UK oil & gas industry: the evolution of an independent midstream sector
April 2018 | SPOTLIGHT | SECTOR ANALYSIS
Financier Worldwide Magazine
April 2018 Issue
In recent years we have seen significant change in the UK upstream oil & gas industry, spearheaded by the disparate but equally defining forces of the Wood Review and lower oil prices. The need to change and adapt has also trickled down to the midstream sector, as integrated oil & gas corporates re-evaluate their business models and seek to restructure their balance sheets, while investors, particularly infrastructure funds, seek new opportunities.
The traditional ownership model for midstream assets
While the exact definition of what comprises the midstream sector, as opposed to upstream and downstream, is not black and white, the term ‘midstream’ is generally considered to be broad and includes the transportation, storage and processing of oil & gas and derivative products. For the purposes of this article, we are focused on UK gas & oil pipelines, primarily offshore, and associated processing and storage infrastructure.
In the early days of the UK Continental Shelf (UKCS) oil & gas industry, upstream oil & gas companies constructed and operated midstream infrastructure required to realise the value from newly discovered oil & gas fields. As early as the 1970s it was clear that it was not desirable to replicate new infrastructure for each project, and therefore an ownership model evolved whereby assets originally commissioned for a particular field or fields are made available to third-party users (that is, owners of other fields) who pay a tariff for the use of the existing infrastructure.
Therefore the traditional ownership model for UKCS midstream assets has involved ownership by one or more oil & gas companies, with a designated operator (typically an oil & gas company with a majority interest in the relevant fields or its subsidiary) and a number of third-party users, being other oil & gas companies producing oil & gas from other fields.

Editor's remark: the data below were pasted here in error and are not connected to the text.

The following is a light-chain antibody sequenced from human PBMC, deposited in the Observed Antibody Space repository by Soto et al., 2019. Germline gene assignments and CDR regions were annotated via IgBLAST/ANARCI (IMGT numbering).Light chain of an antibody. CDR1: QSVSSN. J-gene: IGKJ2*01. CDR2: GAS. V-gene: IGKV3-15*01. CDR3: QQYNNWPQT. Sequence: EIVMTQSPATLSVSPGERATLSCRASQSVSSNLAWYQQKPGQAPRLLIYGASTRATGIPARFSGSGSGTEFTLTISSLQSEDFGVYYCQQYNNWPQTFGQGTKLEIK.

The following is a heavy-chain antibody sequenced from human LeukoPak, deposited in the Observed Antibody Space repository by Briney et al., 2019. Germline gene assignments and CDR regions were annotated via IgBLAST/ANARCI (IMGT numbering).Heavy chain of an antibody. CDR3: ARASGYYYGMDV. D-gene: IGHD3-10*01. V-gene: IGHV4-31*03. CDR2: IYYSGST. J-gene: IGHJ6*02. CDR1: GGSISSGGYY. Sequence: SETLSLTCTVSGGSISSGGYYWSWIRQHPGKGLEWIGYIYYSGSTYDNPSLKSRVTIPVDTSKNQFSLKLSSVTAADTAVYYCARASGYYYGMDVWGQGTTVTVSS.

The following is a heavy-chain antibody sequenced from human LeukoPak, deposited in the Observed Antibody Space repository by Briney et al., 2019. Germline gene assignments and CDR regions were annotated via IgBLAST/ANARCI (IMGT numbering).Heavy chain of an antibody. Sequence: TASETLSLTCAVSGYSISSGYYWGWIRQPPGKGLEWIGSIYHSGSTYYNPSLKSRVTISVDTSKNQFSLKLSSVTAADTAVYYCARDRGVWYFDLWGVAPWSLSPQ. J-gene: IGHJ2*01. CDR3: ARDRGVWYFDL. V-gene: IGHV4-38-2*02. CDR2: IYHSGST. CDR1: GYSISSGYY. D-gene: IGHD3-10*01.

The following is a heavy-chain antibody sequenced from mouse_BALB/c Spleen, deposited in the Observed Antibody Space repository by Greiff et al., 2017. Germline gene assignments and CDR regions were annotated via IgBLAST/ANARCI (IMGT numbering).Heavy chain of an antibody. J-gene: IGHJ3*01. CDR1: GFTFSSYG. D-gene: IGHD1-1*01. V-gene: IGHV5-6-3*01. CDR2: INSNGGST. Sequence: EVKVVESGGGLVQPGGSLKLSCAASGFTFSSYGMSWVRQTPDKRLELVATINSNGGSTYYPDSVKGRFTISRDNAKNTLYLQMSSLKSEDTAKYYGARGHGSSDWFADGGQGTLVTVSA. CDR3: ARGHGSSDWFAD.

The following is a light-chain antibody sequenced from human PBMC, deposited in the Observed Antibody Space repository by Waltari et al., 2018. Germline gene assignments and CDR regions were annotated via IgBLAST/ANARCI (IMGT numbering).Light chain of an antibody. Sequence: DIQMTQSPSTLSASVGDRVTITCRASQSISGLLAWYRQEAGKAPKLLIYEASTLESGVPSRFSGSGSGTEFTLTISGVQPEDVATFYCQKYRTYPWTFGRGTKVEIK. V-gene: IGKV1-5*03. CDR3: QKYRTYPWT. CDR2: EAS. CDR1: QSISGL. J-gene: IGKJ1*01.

The need for change
The Wood Review, published in February 2014, noted a need for the efficient management of existing ageing infrastructure, as well as investment in new infrastructure, and that therefore a new model involving the “independent transporting and processing on third party production” should be encouraged.
The publication of the final Wood Review report was followed by the dramatic fall in oil prices, creating an economic impetus for oil & gas companies to closely scrutinise their asset bases. The disposal of midstream assets presented, and continues to present, an opportunity to generate immediate cash which can be applied in other directions, be that payment returns to shareholders, paying down debt or used for investment elsewhere in the group. Additionally, much of the existing UKCS infrastructure is in need of investment to maintain and upgrade it, and new ownership brings with it the potential for much needed capital investment programmes.
The new model in practice
There have already been a number of examples of disposals of midstream assets, resulting in ownership by companies that are not themselves users of the relevant assets. The Frigg gas processing and transportation system (FUKA), which originally served the Frigg field, together with a 67 percent interest in the SIRGE pipeline, was sold by Total to North Sea Midstream Partners (NSMP) in 2016. NSMP was formed by ArcLight Capital in 2012 through the acquisition of the Teesside Gas Processing Plant. It is no surprise that NSMP has US roots, as the independent midstream sector is well established in the US.
Similarly, BP sold the Central Area Transmission System (CATS) pipeline to Antin Infrastructure Partners. This acquisition followed an earlier disposal by BG Group of its interest in the CATS pipeline to Antin, resulting in Antin currently holding a 99 percent interest in CATS.